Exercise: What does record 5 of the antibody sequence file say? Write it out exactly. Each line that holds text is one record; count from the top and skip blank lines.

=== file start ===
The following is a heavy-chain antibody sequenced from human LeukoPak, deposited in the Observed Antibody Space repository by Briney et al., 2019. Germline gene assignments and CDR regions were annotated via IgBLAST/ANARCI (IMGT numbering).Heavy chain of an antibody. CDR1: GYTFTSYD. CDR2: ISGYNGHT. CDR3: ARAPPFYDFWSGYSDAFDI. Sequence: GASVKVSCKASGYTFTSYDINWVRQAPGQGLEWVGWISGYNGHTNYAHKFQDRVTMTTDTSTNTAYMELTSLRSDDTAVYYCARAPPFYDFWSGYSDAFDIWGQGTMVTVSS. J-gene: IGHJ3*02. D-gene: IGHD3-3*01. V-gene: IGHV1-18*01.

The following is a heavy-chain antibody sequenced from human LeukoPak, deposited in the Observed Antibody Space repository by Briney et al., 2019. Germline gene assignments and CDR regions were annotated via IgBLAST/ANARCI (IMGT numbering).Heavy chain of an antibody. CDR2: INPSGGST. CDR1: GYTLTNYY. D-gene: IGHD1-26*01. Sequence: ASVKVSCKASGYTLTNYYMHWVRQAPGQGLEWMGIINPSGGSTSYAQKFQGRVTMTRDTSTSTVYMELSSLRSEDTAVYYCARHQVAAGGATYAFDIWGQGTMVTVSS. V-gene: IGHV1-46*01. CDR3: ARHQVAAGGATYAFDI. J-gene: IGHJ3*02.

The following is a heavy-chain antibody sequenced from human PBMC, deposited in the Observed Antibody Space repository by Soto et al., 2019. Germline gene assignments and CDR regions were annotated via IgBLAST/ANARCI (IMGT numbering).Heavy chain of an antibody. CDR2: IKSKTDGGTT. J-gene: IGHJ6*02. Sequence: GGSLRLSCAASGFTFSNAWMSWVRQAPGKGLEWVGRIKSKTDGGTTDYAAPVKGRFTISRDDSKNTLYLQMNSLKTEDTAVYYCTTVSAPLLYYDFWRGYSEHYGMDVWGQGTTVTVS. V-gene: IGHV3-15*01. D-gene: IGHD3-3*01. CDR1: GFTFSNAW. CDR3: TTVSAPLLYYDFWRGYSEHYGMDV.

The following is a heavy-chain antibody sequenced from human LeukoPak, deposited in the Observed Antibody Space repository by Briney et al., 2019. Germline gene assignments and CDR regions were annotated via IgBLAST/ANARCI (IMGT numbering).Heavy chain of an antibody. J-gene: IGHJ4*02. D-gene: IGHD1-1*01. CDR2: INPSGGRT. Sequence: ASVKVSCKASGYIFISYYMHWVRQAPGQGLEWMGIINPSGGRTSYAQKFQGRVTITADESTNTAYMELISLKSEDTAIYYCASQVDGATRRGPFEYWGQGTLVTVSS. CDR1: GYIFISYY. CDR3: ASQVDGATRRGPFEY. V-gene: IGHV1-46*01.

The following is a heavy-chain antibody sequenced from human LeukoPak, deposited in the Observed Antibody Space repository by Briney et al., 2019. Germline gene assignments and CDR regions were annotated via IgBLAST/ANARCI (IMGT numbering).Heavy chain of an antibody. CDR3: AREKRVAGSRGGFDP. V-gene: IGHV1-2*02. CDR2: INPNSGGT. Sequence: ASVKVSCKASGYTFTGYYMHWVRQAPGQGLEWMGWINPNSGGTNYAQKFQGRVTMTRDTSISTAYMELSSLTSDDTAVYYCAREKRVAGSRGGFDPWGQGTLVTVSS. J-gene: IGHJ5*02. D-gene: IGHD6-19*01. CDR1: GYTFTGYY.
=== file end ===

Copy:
The following is a heavy-chain antibody sequenced from human LeukoPak, deposited in the Observed Antibody Space repository by Briney et al., 2019. Germline gene assignments and CDR regions were annotated via IgBLAST/ANARCI (IMGT numbering).Heavy chain of an antibody. CDR3: AREKRVAGSRGGFDP. V-gene: IGHV1-2*02. CDR2: INPNSGGT. Sequence: ASVKVSCKASGYTFTGYYMHWVRQAPGQGLEWMGWINPNSGGTNYAQKFQGRVTMTRDTSISTAYMELSSLTSDDTAVYYCAREKRVAGSRGGFDPWGQGTLVTVSS. J-gene: IGHJ5*02. D-gene: IGHD6-19*01. CDR1: GYTFTGYY.